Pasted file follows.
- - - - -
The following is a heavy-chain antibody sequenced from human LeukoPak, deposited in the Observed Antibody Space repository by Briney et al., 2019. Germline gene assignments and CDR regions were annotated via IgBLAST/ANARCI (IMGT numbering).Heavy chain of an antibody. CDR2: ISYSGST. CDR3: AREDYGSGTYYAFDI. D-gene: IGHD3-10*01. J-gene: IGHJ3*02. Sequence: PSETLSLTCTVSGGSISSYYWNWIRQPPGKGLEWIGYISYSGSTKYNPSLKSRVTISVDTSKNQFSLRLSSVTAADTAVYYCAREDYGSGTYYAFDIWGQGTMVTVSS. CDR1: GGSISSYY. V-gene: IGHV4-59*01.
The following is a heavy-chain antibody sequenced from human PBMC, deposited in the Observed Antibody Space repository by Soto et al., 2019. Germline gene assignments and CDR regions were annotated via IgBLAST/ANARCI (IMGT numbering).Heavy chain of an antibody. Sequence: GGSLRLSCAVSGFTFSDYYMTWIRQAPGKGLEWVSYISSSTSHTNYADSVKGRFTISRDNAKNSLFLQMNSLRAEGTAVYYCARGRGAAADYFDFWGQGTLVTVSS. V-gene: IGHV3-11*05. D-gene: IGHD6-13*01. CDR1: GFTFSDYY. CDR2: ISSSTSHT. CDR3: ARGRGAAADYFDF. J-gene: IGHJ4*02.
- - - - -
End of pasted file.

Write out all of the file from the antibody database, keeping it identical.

The following is a heavy-chain antibody sequenced from human LeukoPak, deposited in the Observed Antibody Space repository by Briney et al., 2019. Germline gene assignments and CDR regions were annotated via IgBLAST/ANARCI (IMGT numbering).Heavy chain of an antibody. CDR2: ISYSGST. CDR3: AREDYGSGTYYAFDI. D-gene: IGHD3-10*01. J-gene: IGHJ3*02. Sequence: PSETLSLTCTVSGGSISSYYWNWIRQPPGKGLEWIGYISYSGSTKYNPSLKSRVTISVDTSKNQFSLRLSSVTAADTAVYYCAREDYGSGTYYAFDIWGQGTMVTVSS. CDR1: GGSISSYY. V-gene: IGHV4-59*01.
The following is a heavy-chain antibody sequenced from human PBMC, deposited in the Observed Antibody Space repository by Soto et al., 2019. Germline gene assignments and CDR regions were annotated via IgBLAST/ANARCI (IMGT numbering).Heavy chain of an antibody. Sequence: GGSLRLSCAVSGFTFSDYYMTWIRQAPGKGLEWVSYISSSTSHTNYADSVKGRFTISRDNAKNSLFLQMNSLRAEGTAVYYCARGRGAAADYFDFWGQGTLVTVSS. V-gene: IGHV3-11*05. D-gene: IGHD6-13*01. CDR1: GFTFSDYY. CDR2: ISSSTSHT. CDR3: ARGRGAAADYFDF. J-gene: IGHJ4*02.